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|Ref Type||Journal Article|
|Authors||Pan CX, Zhang H, Tepper CG, Lin TY, Davis RR, Keck J, Ghosh PM, Gill P, Airhart S, Bult C, Gandara DR, Liu E, de Vere White RW|
|Title||Development and Characterization of Bladder Cancer Patient-Derived Xenografts for Molecularly Guided Targeted Therapy.|
|Abstract Text||The overarching goal of this project is to establish a patient-derived bladder cancer xenograft (PDX) platform, annotated with deep sequencing and patient clinical information, to accelerate the development of new treatment options for bladder cancer patients. Herein, we describe the creation, initial characterization and use of the platform for this purpose.Twenty-two PDXs with annotated clinical information were established from uncultured unselected clinical bladder cancer specimens in immunodeficient NSG mice. The morphological fidelity was maintained in PDXs. Whole exome sequencing revealed that PDXs and parental patient cancers shared 92-97% of genetic aberrations, including multiple druggable targets. For drug repurposing, an EGFR/HER2 dual inhibitor lapatinib was effective in PDX BL0440 (progression-free survival or PFS of 25.4 days versus 18.4 days in the control, p = 0.007), but not in PDX BL0269 (12 days versus 13 days in the control, p = 0.16) although both expressed HER2. To screen for the most effective MTT, we evaluated three drugs (lapatinib, ponatinib, and BEZ235) matched with aberrations in PDX BL0269; but only a PIK3CA inhibitor BEZ235 was effective (p<0.0001). To study the mechanisms of secondary resistance, a fibroblast growth factor receptor 3 inhibitor BGJ398 prolonged PFS of PDX BL0293 from 9.5 days of the control to 18.5 days (p<0.0001), and serial biopsies revealed that the MAPK/ERK and PIK3CA-AKT pathways were activated upon resistance. Inhibition of these pathways significantly prolonged PFS from 12 day of the control to 22 days (p = 0.001). To screen for effective chemotherapeutic drugs, four of the first six PDXs were sensitive to the cisplatin/gemcitabine combination, and chemoresistance to one drug could be overcome by the other drug.The PDX models described here show good correlation with the patient at the genomic level and known patient response to treatment. This supports further evaluation of the PDXs for their ability to accurately predict a patient's response to new targeted and combination strategies for bladder cancer.|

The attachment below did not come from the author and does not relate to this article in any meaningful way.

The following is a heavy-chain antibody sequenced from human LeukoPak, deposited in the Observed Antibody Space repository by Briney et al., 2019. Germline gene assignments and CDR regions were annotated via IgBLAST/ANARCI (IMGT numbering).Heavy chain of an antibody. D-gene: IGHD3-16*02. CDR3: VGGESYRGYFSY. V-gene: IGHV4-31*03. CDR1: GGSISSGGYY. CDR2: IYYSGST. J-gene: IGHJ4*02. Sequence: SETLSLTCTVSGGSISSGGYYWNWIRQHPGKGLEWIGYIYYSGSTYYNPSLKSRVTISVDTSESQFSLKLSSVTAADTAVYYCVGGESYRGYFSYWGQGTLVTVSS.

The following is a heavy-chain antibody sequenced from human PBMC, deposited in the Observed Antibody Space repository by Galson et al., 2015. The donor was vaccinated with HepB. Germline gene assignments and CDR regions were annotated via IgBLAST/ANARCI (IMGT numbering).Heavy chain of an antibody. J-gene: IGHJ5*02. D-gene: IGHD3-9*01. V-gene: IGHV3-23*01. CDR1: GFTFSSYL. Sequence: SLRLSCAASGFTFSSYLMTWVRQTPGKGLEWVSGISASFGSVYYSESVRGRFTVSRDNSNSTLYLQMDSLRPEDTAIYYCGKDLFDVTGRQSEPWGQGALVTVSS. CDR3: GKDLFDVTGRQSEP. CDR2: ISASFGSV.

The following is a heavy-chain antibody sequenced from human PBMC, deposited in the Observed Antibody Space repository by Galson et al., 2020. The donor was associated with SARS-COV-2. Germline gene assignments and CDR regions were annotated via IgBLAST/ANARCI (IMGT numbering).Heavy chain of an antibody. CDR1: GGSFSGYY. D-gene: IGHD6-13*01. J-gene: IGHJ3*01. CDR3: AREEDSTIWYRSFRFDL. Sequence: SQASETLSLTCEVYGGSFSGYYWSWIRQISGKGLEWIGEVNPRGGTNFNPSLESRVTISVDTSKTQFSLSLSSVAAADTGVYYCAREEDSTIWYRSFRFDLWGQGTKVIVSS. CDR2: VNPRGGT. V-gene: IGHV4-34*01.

|Molecular Profile||Treatment Approach|
|Gene Name||Source||Synonyms||Protein Domains||Gene Description||Gene Role|
|Therapy Name||Drugs||Efficacy Evidence||Clinical Trials|
|Drug Name||Trade Name||Synonyms||Drug Classes||Drug Description|
|Gene||Variant||Impact||Protein Effect||Variant Description||Associated with drug Resistance|
|PIK3CA||D549Y||missense||unknown||PIK3CA D549Y lies within the PIK helical domain of the Pik3ca protein (UniProt.org). D549Y has been identified in the scientific literature (PMID: 29106415, PMID: 26270481), but has not been biochemically characterized and therefore, its effect on Pik3ca protein function is unknown (PubMed, Sep 2022).|
|Molecular Profile||Indication/Tumor Type||Response Type||Therapy Name||Approval Status||Evidence Type||Efficacy Evidence||References|
|PIK3CA H1047R||urinary bladder cancer||sensitive||Dactolisib||Preclinical - Pdx||Actionable||In a preclinical study, BEZ235 inhibited tumor growth in a patient-derived xenograft (PDX) model of bladder cancer harboring PIK3CA H1047R (PMID: 26270481).||26270481|
|FGFR3 over exp||urinary bladder cancer||sensitive||Infigratinib||Preclinical - Pdx||Actionable||In a preclinical study, treatment with Truseltiq (infigratinib) led to improved progression-free survival in a patient-derived xenograft (PDX) model of bladder cancer with FGFR3 over expression (PMID: 26270481).||26270481|
|FGFR3 over exp||urinary bladder cancer||sensitive||Dactolisib + Sorafenib||Preclinical - Pdx||Actionable||In a preclinical study, the combination of BEZ235 and Nexavar (sorafenib) resulted in improved progression-free survival in an FGFR3-over expressing patient-derived xenograft (PDX) model of bladder cancer with secondary resistance to BGJ398 due to reactivation of downstream signaling, as evidenced by increased activation of Akt and Erk (PMID: 26270481).||26270481|